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While there is much to be said for the minimalism craze and the act of “tidying up,” there are certain items you just have to hold onto (in addition to your favorite concert tee, of course). Even in today’s digital age, it’s still important to have a system for keeping your finances organized. And in some cases, maybe that means going old school and breaking out the file folders. Use this checklist as a reminder of what financial records need to be filed away (and for how long).
1. Decide which storage system works for you
Whichever system you select must fit your style, or you’ll never stick to it. There are essentially three options to choose from: keeping paper files, storing electronic files locally and storing online files in the cloud. Here’s a tip: If you need to track something down during tax season (or at any time), you should know exactly where to look—and be able to find it in one minute or less. Determine where that will be—you’ll be doing your future self a huge favor.
Challenge: If you’ve tossed or shredded important paperwork in a spring cleaning sweep, don’t fret. You should be able to access most statements online or contact customer service for a copy.
2. Electronic files: what to remember
More and more people are adopting an electronic filing system for all the pragmatic reasons you might imagine. They take up less (literal) space. They are easily searchable and they are retrievable away from your home. If you have everything stored electronically (or online), keep a list of account numbers, usernames and passwords locked in a fireproof safe at home.
- Ninety-two percent of tax returns filed in 2017 were submitted electronically1
- Experts estimate that data stored in the cloud is actually more protected than on your hard drive.2 Just ensure your passwords are strong and refrain from accessing sensitive accounts when working on public Wi-Fi.
3. Always have backup
For the uber important stuff, you should always have a backup copy kept in another format. If you opt for a paper filing system, save electronic copies (PDFs) to your local computer. If you have electronic statements saved, back them up to the cloud in case something happens to your computer. Just make sure both of your methods are simple and secure.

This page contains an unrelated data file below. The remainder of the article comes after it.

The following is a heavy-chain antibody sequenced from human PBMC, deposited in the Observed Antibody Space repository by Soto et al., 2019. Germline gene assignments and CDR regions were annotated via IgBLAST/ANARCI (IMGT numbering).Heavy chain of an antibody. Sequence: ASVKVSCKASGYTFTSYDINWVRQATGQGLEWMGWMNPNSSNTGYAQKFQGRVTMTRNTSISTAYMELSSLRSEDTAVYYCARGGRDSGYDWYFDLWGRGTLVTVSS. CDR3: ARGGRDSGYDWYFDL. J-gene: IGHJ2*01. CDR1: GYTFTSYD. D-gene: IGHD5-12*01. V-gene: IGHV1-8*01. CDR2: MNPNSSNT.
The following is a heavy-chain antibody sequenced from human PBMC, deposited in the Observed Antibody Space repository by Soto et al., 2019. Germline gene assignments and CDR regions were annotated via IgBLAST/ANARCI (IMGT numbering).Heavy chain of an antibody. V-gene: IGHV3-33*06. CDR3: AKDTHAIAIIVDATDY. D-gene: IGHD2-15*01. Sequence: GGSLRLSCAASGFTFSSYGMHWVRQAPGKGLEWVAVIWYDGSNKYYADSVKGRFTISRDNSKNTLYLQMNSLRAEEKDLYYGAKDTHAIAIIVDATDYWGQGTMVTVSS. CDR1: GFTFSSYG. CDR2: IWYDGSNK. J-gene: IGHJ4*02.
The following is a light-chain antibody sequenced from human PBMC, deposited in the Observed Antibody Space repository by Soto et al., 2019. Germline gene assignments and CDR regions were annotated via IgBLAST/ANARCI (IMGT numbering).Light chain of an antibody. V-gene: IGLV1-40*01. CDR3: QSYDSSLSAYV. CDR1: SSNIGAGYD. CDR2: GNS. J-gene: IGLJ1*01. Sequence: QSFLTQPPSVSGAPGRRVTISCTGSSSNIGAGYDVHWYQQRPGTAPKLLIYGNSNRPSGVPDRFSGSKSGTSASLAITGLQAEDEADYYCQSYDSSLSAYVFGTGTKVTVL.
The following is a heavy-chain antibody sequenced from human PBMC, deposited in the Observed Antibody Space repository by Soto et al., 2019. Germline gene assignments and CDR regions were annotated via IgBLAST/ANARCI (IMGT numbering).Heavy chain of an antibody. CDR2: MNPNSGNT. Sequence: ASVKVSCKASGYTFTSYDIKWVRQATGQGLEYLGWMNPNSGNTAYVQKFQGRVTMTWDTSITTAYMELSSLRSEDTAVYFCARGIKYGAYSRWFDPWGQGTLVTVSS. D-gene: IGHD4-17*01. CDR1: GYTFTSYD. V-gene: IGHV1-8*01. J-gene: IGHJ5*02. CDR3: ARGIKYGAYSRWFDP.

Challenge: Work to create a backup system for your most important documents.
4. Keep holding on
No matter what your primary and backup systems are, you should keep the following records for as long as they are relevant:
- Insurance policies (documents issued when a customer opens a policy that details terms, conditions and coverage information)
- Homeowners, auto, life, health, etc.
- Note: Even if you no longer have the insurance policy, you’ll want to keep for proof of coverage
- Receipts of major purchases
The following high-level list breaks down how long you should keep everything else:
- Brokerage and retirement account statements
- Tax returns and necessary receipts
- Income documentation (W2’s, pay stubs, etc.)
- Mortgage account statements
- Credit reports
- Insurance statements (periodic summaries of claims, payments, etc.)
- homeowners, auto, life, health, etc.
- Checking and savings account statements
- Credit card account statements
- Utility accounts
- Loan agreements
- Statements from medical providers
5. Don’t forget to inspire yourself
Keep items top of mind that are part of your journey to financial confidence: documents tracking your net worth, your budget, your short- and long-term financial goals and a list of your values, for starters.
Doesn’t that feel better? Put your feet up and toast your newly organized financial life.
- Your personalized filing system should allow you to find an important document in less than a minute.
- Back everything up. In today’s digital age, this is easier than ever. No excuses!
- Some items need to be saved in perpetuity; others can be shredded after three, five or seven years.
Challenge yourselfWhat are you waiting for? The mere act of getting organized is a stress reliever. Keep reading to tackle your next steps—knocking out your budget.
1 “U.S. Taxpayers efiled More Than 128 Million Returns in 2016,” April 26, 2017, efile.com
2 “Should you store your data in the cloud?” April 19, 2016, MalwarebytesThis content is educational in nature and does not constitute legal, tax, accounting, financial or investment advice. You are encouraged to consult with competent legal, tax, accounting, financial or investment professionals based on your specific circumstances. We do not make any warranties as to accuracy or completeness of this information, do not endorse any third-party companies, products, or services described here, and take no liability for your use of this information.
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